by Joey Derrico
New-found jobs in the Trump administration have led to vacant seats in the House of Representatives and other legislative bodies, and Republicans and Democrats alike want to capitalize on the opportunity, creating special elections in Kansas and Georgia.
One special election in Kansas replaces the newly appointed CIA Director and former Congressman Mike Pompeo. Pompeo was a Republican who served the fourth congressional district of Kansas. During the general election in November, Trump won the district by 27 points, a huge margin in polling terms. The race between Republican nominee Ron Estes and Democratic nominee James Thompson was expected to be a Republican blowout, but the contest turned out to be much closer than expected. Political experts contribute this competitiveness to the early struggles of the Trump administration. Estes won the special election by a mere 7 percentage points. The Republican party also had to send surrogate Ted Cruz to the district on behalf of Estes. President Trump and Vice President Pence recorded robo-calls as well.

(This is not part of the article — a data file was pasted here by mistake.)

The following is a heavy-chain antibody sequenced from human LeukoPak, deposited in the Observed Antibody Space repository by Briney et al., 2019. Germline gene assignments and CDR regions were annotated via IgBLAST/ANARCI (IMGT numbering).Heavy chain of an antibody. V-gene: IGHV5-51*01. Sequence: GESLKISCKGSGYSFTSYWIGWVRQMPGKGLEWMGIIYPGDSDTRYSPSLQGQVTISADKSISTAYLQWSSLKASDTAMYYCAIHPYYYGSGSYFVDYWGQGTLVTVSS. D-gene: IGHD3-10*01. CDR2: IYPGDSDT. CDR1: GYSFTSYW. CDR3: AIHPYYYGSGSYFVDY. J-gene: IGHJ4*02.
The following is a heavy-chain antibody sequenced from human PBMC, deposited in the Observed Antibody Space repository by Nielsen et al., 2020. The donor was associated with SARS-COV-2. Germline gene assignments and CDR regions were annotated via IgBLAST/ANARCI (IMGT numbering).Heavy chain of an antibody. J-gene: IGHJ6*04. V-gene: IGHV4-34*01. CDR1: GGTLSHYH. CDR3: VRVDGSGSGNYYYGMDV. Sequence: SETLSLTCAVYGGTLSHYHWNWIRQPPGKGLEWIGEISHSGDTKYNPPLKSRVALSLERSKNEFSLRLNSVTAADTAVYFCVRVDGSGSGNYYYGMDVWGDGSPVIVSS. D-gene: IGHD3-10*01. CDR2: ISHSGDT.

Another special election obtaining significant attention is taking place in Georgia’s 6th congressional district, a predominantly Republican district. Thirty-year-old John Ossoff, a Democrat, is taking on a fleet of Republican candidates in the first round of voting. A winner can only be declared if a candidate receives more than fifty percent of the vote. If nobody passes this threshold, a runoff election will be held between the top two-vote getters. Ossoff fell just short of the threshold, receiving 48.1% of the vote, the highest of any candidate. Republican Karen Handel finished second with 19.78% of the vote. Ossoff has raised more than 8.3 million dollars so far, partially with the assistance of celebrity surrogates such as Samuel L. Jackson. The runoff election between Ossoff and Handel will take place in June.